• Mystical ninja ebisu

      you think they never completed it properly before? you think they just jump into a game and can speedrun it immediately? i think you are invalid grow up or don’t comment at all.

      • Chris

        Did I say that? Read my comment again and tell me I typed those words. Of course I don’t think that! I just think speedruns using glitches and cheats are invalid as speedruns. I think speedruns should be finishing the game 100% as fast as possible, not using glitches and cheats.
        Learn to read.

        • Dalan (Odin)

          In all honesty, 100% glitchless runs would be so boring to play, as well as watch. The communities would die out insanely fast because of how easy it would be to get an optimal WR for a game, by adding glitches you introduce the ability to find new glitches that can make the game faster than a previous WR. By doing this you encourage people to keep trying for the new WR and let the communities live forever. OOT speedrunning has been around for years and the only reason it has been is because of the glitches. So it is completely retarded to say what you’re saying.

    • Dalan (Odin)

      I agree! I think that people who play games with glitches are just mad because they can’t do the game fast normally, so they have to cheat to be good. I personally prefer watching 8 hour glitchless runs of OOT way more entertaining than all that frame perfect easy mode crap. Glitches take away my rights as a North American. #killspeedrunners

  • Mike Harding

    I think that you must also pass the trials, because otherwise, there is a Trial Skip.

  • Jon Caleb Dobson

    Let me give you an analogy.

    You’re a marathon runner. You’ve been a marathon runner your whole life, you’ve gotten really, really good at it. Now, you’re bored with Marathons. Marathons aren’t rewarding to you anymore, and you’re looking for something a little more extreme.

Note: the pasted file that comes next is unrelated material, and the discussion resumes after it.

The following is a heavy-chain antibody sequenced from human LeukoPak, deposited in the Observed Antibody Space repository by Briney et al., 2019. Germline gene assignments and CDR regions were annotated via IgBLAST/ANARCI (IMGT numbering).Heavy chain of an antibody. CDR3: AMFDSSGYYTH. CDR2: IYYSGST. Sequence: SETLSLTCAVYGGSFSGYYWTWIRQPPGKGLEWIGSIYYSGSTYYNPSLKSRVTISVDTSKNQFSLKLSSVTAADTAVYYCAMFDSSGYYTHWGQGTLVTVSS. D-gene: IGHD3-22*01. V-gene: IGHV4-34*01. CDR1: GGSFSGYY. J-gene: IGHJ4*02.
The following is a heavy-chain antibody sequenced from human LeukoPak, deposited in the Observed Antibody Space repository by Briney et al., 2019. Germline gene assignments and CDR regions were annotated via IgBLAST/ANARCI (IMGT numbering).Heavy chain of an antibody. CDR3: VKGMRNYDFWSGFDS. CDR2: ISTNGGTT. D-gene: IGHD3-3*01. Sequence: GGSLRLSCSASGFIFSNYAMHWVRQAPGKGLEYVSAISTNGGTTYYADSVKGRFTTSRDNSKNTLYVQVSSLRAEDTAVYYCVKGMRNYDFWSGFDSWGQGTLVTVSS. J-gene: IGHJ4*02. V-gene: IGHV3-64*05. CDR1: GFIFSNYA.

So, you apply for Ninja Warrior (for those of you who don’t know, that’s the TV show where super athletic people do crazy obstacle courses and compete for the best time.) Suddenly, you’re competing in a different category of racing, more extreme and MUCH more difficult than what you were doing before, and then you get really good at it. Finally, you conquer Mount Midoriyama, and you’re the newest Ninja Warrior champion.

    That’s this guy’s story. He got so good at Ocarina of Time, knew it backwards and frontwards, played through the game normally hundreds of times, and probably did his share of normal speed-runs. Then, he got bored. He wanted to find a new way of playing the game he knows and loves, something that would spark his excitement again, provide him a rewarding, refreshing experience and give him a sense of accomplishment. So, he studies hard-to-pull-off glitches, maneuvers that are WAY more challenging than any maneuvers he had to pull off by playing the game normally. He practiced them, realizing that some of these glitches have little success of working even when he does EVERYTHING exactly perfect, and finally, he does the perfect run, and becomes the champion of glitch speed-running.

    The most important thing to remember here is that normal speed-running and glitch speed-running are two different things entirely, just like a normal Marathon is nothing like Ninja Warrior. Sure, it may be breaking the game, but it’s also getting something new and refreshing out of a 15 year old game that he’s played to death over it’s lifetime, and finally wanted to challenge himself in a new way.

    This guy deserves recognition, and he deserves to be a champion. So, kudos to you, Jodenstone.

    • Brendin

      Finally someone who can make sense of this issue.

      This is exactly why there are different categories for speed run times.

      I also think glitches and cheating should be different categories. Plugging in a gameshark and exploiting an in game program error are completely different. Especially in a singe player game. It sucks when people exploit money duplication glitches or wall glitches for online games. Obviously I draw the line in a different spot than someone else would, we all have a different outlook on the topic.

      It’s so cool watching what new glitches people can find in old games, I never try these types of speed runs because I love playing a game front to back as it was intended.

      • Jon Caleb Dobson

        Not only that, but instead of rejecting or being mad about the numerous glitches in the older games (which logical people should be if they come in contact with them during normal gameplay), the Speedrunning culture embraces them and explores them, and doesn’t let glitches get in the way of their love for certain games. Then, they transform them into a competition, cooperating to discover the flaws and seeing who can use those glitches to get the best time.

        I think it’s great, and it’s a fantastic way to not only learn more about the architecture and design of their favorite games, but to play the game in an entirely new and different way.

        And of course it wasn’t intended by the creator, but nobody’s really spiting the creators for it, as it’s their fault these glitches exist in the first place, lol.